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Love Bombing: What Is It, How to Recognize It, and What to Do About It

Ever heard the saying, “If it’s too good to be true, it probably is”? This is exactly the case when it comes to love bombing, a term that the Cleveland Clinic refers to as “a form of psychological and emotional abuse [that] is often disguised as excessive flattery.”

In this article, you’ll learn more about what love bombing is, what it looks like within a relationship, and how to deal with it.


The term love bombing has gained prominence in recent years, especially within discussions and scientific literature about toxic relationships, emotional abuse, and manipulation tactics. While this maladaptive behavior can be found in relationships of all types (including between family members and friends), it most often pops up between intimate partners, particularly during the earliest stages of a relationship.

Love bombing happens when one partner overwhelms the other with excessive affection, attention, and praise—stuff that might look, sound, and feel a lot like love, but actually isn’t genuine love at all. Instead, psychologists agree that love bombing is a manipulation tactic meant to exert control over another person.


Here are some signs that a person is attempting to “love bomb” their partner:

  • They give a lot of flattery—often so extreme and persistent that it starts to smell inauthentic and forced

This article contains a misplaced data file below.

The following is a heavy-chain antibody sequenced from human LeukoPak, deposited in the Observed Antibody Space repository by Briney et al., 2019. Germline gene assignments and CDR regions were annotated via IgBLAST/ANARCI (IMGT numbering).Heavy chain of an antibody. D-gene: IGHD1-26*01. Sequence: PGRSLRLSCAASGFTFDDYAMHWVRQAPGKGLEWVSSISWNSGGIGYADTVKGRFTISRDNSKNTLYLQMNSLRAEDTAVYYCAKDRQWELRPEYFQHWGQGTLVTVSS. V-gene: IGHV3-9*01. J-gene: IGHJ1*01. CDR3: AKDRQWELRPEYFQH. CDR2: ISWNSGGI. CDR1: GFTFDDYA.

• They push for a rapid progression of the relationship and will bring up things like living together or making a long-term commitment very early on
  • They attempt to isolate their partner from others and limit external influences (e.g., they’ll discourage their partner from spending time with family members, often by insisting they spend more time with them instead)
  • They show intense attention via excessive texts, calls, and gifts
  • They use their love and affection as a means of control and a way to make their partner feel obligated to fulfill their wishes—red flag phrases include “You owe me” or “After everything I’ve done for you?” (and they may sound as sweet as honey most of the time, but will often resort to threats or insults if they feel like their needs aren’t being met)


To the partner being “bombed,” certain elements (like all the flattery and attention) might at first feel good and seem pretty romantic. But love bombing comes with many potential downsides.

Unfortunately, love bombing is often a harbinger of emotional, psychological, and even physical or financial abuse, because if left unchecked, the partner can become increasingly possessive and controlling. Love bombing can also create “high highs” and “low lows” when it comes to the emotional tempo of the relationship, leaving the targeted partner feeling confused, anxious, drained, and unsettled.

Other potential consequences of love bombing include:

  • Codependency: the person being “love bombed” might begin to feel “addicted” to the relationship and as a result will start ignoring their own needs and values in order to keep their partner happy